* Young’s modulus: The ratio of tensile stress to tensile strain when an object is pulled apart or stretched, indicating the stiffness of a material in the elastic deformation section without permanent deformation
** Yield strength: Stress at which a material exhibits a permanent deformation, indicating the actual approximation of an elastic limit
The structure of a nanolattice capacitor and its record-low dielectric constant and high mechanical strength; Source: Nano Letters 17, 7737 (2017)
Characteristics of dielectric breakdown of the nanolattice capacitor
In recent years, dielectric and insulation breakdown properties as well as conduction mechanisms have been quantitatively studied while repeatedly applying a compressive strain of up to 50% with a nanolattice capacitor made of alumina. Combined with simulation, real-time observation (analyzing the correlation between mechanical and electrical properties by applying an electric field within a scanning electron microscope) demonstrated that the shape, dielectric breakdown, and dielectric constant of a nanolattice were found to be restored at the same time in the stress cycle.
In addition, a thin film structure made of alumina, just with a porosity of 17%, is broken down immediately after the application of voltage. However, the three-dimensional nanolattice capacitor with a porosity of 99% is stable at a voltage of 200 V and has a very strong electric strength. Nonetheless, this resilience also decreases as the number of permanently buckled tubes increases because of repeated electric or mechanical shocks. Moreover, the conduction mechanism changes from the Schottky emission** to the Poole-Frankel emission*** method.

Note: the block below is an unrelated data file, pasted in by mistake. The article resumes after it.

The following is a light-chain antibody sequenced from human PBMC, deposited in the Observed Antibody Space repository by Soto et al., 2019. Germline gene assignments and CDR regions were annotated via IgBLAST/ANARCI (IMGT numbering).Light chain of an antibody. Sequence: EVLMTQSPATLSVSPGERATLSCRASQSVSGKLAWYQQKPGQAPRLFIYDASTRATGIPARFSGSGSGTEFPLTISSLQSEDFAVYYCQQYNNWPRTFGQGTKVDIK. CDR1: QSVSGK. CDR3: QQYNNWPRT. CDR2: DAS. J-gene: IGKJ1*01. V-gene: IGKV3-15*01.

* Buckling: A change in shape under load even below a material’s proportional limit; for example, the bowing of an elongated column under compression or the wrinkling of a wide plate under shear
** Schottky emission: Increasing thermionic emission from the cathode of an electron tube by an electric field
*** Poole–Frenkel emission: Increasing thermionic emission from the inside of a material, usually by a very large electric field.
Electrical and dielectric properties of a nanolattice capacitor during stress cycles; Source: Nano Letters 19, 5689 (2019)
Low-k materials, including nanolattice capacitors, are expected to be available in the future for flexible electronic devices/systems or next-generation systems that can recover information lost by electric or mechanical shocks. In addition, they will bring innovation to the applications of high-efficiency microelectronic devices, such as high-voltage systems (aircraft, spacecraft, hydrogen vehicles), computer processing, wireless communication, and autonomous vehicles. Technically, there is a need to develop a nanolattice structure that can avoid structural buckling even in multiple stress cycles.
Prof. Bong-Joong Kim | School of Materials Science and Engineering, Gwangju Institute of Science and Technology (GIST)